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Costume Design Nominations: Awards Round Up

It’s been all go with award nomination announcements for costume design over the past two weeks. Here is our round-up of the big three: BAFTA, CDG and Oscar.

First up the BAFTA (British Academy of Film & Television Arts) Film Awards:

The ArtistMark Bridges
HugoSandy Powell
Jane EyreMichael O’Connor
My Week with MarilynJill Taylor
Tinker, Tailor, Solider, SpyJacqueline Durran

Perhaps the most surprising nomination, even though it shouldn’t be, is Jacqueline Durran for Tinker, Tailor, Soldier, Spy. Overruling the costumers’ chapter vote for Anonymous (Lisy Christl), general voters chose Tinker, Tailor instead – and with good reason. Critic Guy Lodge goes into detail about the film’s costumes in this article, so we’ll not tread on his toes. One thing we will reiterate however is just what a force to be reckoned with Jacqueline Durran is becoming. Her understanding of the costume craft as a storytelling device above fashion or straightforward period accuracy means her work stands out as more than memorable; it is essential.

One additional note: we would like to have seen a shout for Lucie Bates’ enjoyably decipherable designs in Hanna and also Manon Rasmussen’s immaculate restrictiveness in Melancholia.

Tinker, Tailor, Soldier, Spy: costume design by Jacqueline Durran

Secondly, the generally inspiring CDG (Costume Designers Guild):

Contemporary Film

BridesmaidsLeesa Evans & Christine Wada
The Descendants – Wendy Chuck
Drive Erin Benach
The Girl with the Dragon TattooTrish Summerville
MelancholiaManon Rasmussen

Period Film

The Artist – Mark Bridges
Jane Eyre – Michael O’Connor
The HelpSharen Davis
Hugo – Sandy Powell
W.E. – Arianne Phillips

Fantasy Film

Harry Potter and the Deathly Hallows: Part 2 – Jany Temime
Pirates of the Caribbean: On Stranger TidesPenny Rose
Red Riding Hood – Cindy Evans
Thor – Alexandra Byrne
X-Men: First ClassSammy Sheldon

Contemporary TV Series

Glee – Loy Eyrich & Jennifer Eve
Modern Family – Alix Friedberg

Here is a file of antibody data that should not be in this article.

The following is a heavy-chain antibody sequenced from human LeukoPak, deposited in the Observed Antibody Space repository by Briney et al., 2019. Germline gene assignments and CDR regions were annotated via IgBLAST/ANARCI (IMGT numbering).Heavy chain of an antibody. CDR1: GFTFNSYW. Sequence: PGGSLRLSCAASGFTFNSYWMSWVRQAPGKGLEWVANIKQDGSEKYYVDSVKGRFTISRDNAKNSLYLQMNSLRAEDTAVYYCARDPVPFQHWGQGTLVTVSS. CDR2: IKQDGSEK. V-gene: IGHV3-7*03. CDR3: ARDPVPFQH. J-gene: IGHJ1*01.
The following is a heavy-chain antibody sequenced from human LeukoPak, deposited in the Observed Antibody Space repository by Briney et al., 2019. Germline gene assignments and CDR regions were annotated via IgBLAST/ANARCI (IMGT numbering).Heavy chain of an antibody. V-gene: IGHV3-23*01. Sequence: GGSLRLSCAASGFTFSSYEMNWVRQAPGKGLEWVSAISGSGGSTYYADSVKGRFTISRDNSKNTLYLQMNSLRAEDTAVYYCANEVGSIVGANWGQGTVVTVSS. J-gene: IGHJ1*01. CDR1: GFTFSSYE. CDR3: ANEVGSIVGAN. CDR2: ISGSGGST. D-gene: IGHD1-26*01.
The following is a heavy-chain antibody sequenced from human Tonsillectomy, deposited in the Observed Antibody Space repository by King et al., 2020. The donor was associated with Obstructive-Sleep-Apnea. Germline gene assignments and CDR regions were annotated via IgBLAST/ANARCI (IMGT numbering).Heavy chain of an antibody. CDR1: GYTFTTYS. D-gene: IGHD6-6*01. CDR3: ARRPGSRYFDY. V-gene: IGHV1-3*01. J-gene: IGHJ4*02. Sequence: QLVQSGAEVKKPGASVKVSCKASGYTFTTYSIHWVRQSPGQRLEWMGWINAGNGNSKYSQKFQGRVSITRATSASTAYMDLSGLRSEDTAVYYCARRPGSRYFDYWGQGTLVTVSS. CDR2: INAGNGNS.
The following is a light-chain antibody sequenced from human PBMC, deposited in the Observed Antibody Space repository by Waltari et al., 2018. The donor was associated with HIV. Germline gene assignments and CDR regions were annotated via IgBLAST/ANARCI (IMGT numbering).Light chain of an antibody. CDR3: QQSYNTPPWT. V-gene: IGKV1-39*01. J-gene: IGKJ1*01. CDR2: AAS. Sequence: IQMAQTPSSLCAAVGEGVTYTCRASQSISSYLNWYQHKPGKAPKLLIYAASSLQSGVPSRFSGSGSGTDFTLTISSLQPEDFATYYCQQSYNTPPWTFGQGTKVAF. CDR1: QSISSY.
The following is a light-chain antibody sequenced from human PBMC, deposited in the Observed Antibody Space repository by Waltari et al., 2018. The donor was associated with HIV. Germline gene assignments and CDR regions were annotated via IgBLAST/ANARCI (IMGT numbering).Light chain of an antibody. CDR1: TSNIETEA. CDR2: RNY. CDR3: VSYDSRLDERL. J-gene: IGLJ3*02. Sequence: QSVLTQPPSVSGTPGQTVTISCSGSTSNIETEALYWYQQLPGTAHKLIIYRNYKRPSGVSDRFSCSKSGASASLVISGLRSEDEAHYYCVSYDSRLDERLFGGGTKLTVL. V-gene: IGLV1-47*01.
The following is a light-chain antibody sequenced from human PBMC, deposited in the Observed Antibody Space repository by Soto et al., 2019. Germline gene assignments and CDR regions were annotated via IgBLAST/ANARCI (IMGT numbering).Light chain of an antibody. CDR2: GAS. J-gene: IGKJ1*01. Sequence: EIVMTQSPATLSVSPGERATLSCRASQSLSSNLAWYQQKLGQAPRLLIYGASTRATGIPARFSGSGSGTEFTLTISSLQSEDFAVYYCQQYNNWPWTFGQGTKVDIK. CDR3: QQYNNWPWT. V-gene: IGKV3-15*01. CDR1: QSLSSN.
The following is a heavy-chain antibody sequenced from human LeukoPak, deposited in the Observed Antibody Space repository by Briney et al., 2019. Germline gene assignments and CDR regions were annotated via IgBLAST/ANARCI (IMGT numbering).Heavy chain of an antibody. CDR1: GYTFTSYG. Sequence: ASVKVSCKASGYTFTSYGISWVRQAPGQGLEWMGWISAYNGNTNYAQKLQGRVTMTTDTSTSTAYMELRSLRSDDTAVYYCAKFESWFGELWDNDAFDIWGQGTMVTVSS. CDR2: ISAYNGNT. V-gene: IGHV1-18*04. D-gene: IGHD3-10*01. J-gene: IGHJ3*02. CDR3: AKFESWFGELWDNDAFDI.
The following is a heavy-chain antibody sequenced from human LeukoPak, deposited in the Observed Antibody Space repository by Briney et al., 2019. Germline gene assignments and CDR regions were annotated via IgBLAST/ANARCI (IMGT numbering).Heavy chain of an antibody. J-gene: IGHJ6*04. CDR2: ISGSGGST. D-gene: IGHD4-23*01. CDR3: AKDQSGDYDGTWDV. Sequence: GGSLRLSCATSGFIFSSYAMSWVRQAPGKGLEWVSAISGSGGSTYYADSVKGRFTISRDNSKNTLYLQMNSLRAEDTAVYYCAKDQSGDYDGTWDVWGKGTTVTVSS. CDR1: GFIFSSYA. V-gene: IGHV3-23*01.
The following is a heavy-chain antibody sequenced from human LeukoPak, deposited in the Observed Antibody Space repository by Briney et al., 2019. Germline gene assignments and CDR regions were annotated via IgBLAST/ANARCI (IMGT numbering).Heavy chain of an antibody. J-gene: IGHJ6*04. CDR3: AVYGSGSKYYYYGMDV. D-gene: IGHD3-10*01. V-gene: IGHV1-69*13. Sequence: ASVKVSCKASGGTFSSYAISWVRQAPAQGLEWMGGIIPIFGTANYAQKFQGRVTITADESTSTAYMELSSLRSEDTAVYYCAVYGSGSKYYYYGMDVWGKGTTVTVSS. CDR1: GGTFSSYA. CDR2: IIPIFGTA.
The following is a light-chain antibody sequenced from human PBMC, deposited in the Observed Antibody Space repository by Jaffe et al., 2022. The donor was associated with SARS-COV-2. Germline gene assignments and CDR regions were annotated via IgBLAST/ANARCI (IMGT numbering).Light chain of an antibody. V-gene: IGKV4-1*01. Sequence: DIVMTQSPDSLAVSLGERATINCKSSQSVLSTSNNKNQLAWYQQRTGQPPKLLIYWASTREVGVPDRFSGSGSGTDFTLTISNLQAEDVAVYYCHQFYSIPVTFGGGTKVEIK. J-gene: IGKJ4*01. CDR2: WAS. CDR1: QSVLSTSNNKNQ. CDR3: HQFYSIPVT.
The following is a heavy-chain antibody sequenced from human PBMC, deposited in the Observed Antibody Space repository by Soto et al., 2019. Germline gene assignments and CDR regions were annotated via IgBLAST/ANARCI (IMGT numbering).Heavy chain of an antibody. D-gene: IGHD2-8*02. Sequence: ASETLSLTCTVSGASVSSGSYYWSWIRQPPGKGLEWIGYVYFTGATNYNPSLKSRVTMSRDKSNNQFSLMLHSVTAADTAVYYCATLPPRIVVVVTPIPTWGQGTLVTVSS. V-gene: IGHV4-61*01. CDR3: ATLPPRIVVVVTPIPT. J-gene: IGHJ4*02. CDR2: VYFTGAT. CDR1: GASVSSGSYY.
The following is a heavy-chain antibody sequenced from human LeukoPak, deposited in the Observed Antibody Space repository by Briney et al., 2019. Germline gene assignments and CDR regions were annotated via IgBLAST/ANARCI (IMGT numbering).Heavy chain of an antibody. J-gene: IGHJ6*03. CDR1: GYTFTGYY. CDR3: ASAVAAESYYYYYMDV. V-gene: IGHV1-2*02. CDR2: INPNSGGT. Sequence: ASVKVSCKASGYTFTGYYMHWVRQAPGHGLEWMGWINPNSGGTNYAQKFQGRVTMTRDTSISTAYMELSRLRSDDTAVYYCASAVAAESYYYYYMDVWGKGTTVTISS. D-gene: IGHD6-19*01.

Revenge – Jill Ohanneson
Saturday Night Live – Tom Broecker & Eric Justian
Sons of Anarchy – Kelli Jones

Period/Fantasy TV Series

Boardwalk EmpireJohn A. Dunn, Lisa Padovani
The Borgias – Gabriella Pescucci
Game of Thrones – Michele Clapton
Once Upon a Time – Eduardo Castro
Pan Am – Ane Crabtree

Made-for-TV Movie or Miniseries

Downton Abbey – Susannah Buxton
The KennedysChristopher Hargadon
Mildred PierceAnn Roth

Commercial Costume Design

Carl’s Jr., “Miss Turkey,” – Francine Lecoultre
Dos Equis, “The Most Interesting Man in the World,” – Julie Vogel
Swiffer, “Country Dirt Girl,” – Roseanne Fiedler

Melancholia: costume design by Manon Rasmussen

There are a few pleasing inclusions that caught our eye here. Evidently it is fantastic to see Melancholia in the Contemporary section; not just because of the heavily symbolic wedding dress but also the authenticity applied to traditional male wedding attire is astounding. Drive too, a successful combination of star, director and costume designer working together to create a ‘hero’ costume that is both character expressive and (inadvertently?) hugely significant culturally.

Other mentions that made us smile are Mark Bridges for The Artist (the film that War Horse’s Joanna Johnston wishes she had costumed – fact) and Michael O’Connor for his bleak, deep and meaningful version of Jane Eyre. Bridges is well respected in the costume industry, 1997’s Boogie Nights being a popular favourite among peers. The Artist is a terrific accomplishment in its own right. Made for little budget, mainly from scratch and against the clock, Bridges created almost a fantasy world of rose tinted nostalgia. Moreover, don’t forget that this is all achieved in black and white – not as straightforward as it may appear.

Boardwalk Empire… well, we have probably waxed lyrical about John Dunn and Lisa Padovani’s work on this TV series enough. Nice that Penny Rose continues to be recognised for Pirates of the Caribbean . When sequel after sequel comes along it is easy to forget just what a iconic look Rose created and most importantly, maintained. Plus, no matter what the budget, finding multiples of certain fabrics (Jack Sparrow’s linen silk tweed coat for example) can prove a real challenge. Audiences expect to see rock ‘n’ roll Jack how they remember him – his look is at least half the character.

Pirates of the Caribbean On Stranger Tides: costume design by Penny Rose

So, onto the American Academy of Motion Picture Arts and Sciences (AMPAS) or Oscars. Deep breath:

Anonymous – Lisy Christl
The Artist – Mark Bridges
Hugo – Sandy Powell
Jane Eyre – Michael O’Connor
W.E. – Arianne Phillips

No shocks whatsoever as the Academy continue to applaud only period and/or fantasy costume design. Nonetheless, we have no real complaints here either. Hugo has a lot to say about differentiation of character through clothes in addition to subtly representing the change in trends over two particularly expressive sartorial decades (1920s into early 30’s). It would have been nice to see just one contemporary inclusion (no love at all for We Need to Talk About Kevin?) but that was always unlikely. Tinker, Tailor, Solider, Spy however should have been there.

The BAFTA Film Awards are announced on 12th February, CDGs on 21st and the 84th Academy Awards on 26th.

© 2012 – 2014, Lord Christopher Laverty.